Live Review: Conan/Serial Hawk/Fistula/Drude – 5th Quarter Lounge – March 2, 2016
My favorite place to see a show in Indy is The 5th Quarter Lounge, and they have been booking some absolute stellar ones over the last few months. This past Wednesday saw Liverpool’s mighty Conan bring their epic brand of ‘Caveman Battle Doom’ to town. This is only the second time Conan has toured the US—they did a handful of dates last year leading up to their appearance at Maryland Deathfest—and their first time coming though the Midwest, so I was particularly looking forward to this one.
Drude (fka Burn the Army) kicked off the evening’s festivities with their distinctive brand of progressive stoner/post-metal, and they set the bar pretty high for the rest of the night. These guys are quickly becoming my favorite local band, largely because their sense of songcraft is so strong; these dudes have riffs for days, and they’re particularly skilled at building and releasing tension through their lengthy compositions. I know that most people tend to try to skip the local openers on shows like this, but Drude is worth showing up early for; next to Conan, their set was probably the highlight of the night.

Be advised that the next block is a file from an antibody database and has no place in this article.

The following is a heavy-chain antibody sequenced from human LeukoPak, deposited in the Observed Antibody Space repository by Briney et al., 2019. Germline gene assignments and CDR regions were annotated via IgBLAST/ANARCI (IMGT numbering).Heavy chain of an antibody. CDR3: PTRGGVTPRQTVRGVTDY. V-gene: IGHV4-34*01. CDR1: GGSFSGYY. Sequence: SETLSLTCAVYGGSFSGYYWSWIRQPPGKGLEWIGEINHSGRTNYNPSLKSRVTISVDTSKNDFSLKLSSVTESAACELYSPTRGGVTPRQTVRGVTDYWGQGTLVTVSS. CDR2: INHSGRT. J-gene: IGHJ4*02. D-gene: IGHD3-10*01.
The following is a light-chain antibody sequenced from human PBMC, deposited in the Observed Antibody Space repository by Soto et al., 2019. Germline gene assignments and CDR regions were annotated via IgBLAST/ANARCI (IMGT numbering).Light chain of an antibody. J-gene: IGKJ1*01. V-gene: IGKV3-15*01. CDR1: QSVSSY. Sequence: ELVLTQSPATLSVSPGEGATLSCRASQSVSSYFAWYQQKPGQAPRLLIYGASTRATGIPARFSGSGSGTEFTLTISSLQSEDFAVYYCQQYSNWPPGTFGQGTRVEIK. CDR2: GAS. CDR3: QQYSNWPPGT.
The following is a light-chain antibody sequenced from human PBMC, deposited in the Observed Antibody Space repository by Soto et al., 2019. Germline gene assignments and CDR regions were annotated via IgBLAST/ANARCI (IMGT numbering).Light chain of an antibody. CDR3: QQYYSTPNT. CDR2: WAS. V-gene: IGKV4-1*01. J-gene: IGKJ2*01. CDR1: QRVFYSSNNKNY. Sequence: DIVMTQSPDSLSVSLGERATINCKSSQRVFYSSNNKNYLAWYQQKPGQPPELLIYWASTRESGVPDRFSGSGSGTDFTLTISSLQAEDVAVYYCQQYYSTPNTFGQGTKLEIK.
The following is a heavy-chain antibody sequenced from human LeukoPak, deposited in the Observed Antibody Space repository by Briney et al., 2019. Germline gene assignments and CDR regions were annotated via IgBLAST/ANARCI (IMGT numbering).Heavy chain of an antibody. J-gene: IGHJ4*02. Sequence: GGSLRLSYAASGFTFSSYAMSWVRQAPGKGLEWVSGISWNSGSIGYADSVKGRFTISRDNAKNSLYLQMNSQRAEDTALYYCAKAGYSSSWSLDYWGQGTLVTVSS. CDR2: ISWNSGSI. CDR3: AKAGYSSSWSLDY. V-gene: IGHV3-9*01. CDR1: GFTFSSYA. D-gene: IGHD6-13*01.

I don’t feel like I should say too much about Fistula, mostly because their sludgy take on doom generally isn’t my thing, but I did notice that there was a real buzz around the 5Q leading up to their set. Singer Dan Harrington is an engaging frontman, so I ended up enjoying them more than I thought I would.
Serial Hawk’s set can be summed up in one word: loud. They were, without a doubt, the single loudest band I’ve ever seen live: louder than Sleep, louder than Swans, just painfully fucking loud. Even with earplugs, it was almost too much to take. Aside from sheer volume, though, there wasn’t much remarkable about their drone-heavy set. I think my buddy who I went to the show with summed their set up best: if you’re going to play one riff for five minutes, it’d better be one hell of a riff. They were good, but not great. In fact, the best part of their set was drummer Justin Rodda, whose work behind the kit gave the set almost all of its energy.
The first thing I noticed when Conan took the stage was an unexpected female presence; not sure why Chris Fielding didn’t make the trip over, but Samothrace’s Renata Castagna is filling in on bass/low vocals for this tour. Not that it really mattered—Conan has always basically been Jon Davis and a revolving rhythm section, anyway, and Davis and company tore through an immensely enjoyable, high-energy set that drew primarily from the band’s two most recent releases, Revengeance and Blood Eagle. I’ve always enjoyed Conan on record, but seeing them live gave me a new appreciation for Davis’s guitar playing in particular; his riffs rival what Matt Pike’s been doing in High on Fire. They probably played for at least an hour, but their set felt like it was over in ten minutes. I would definitely go see them again.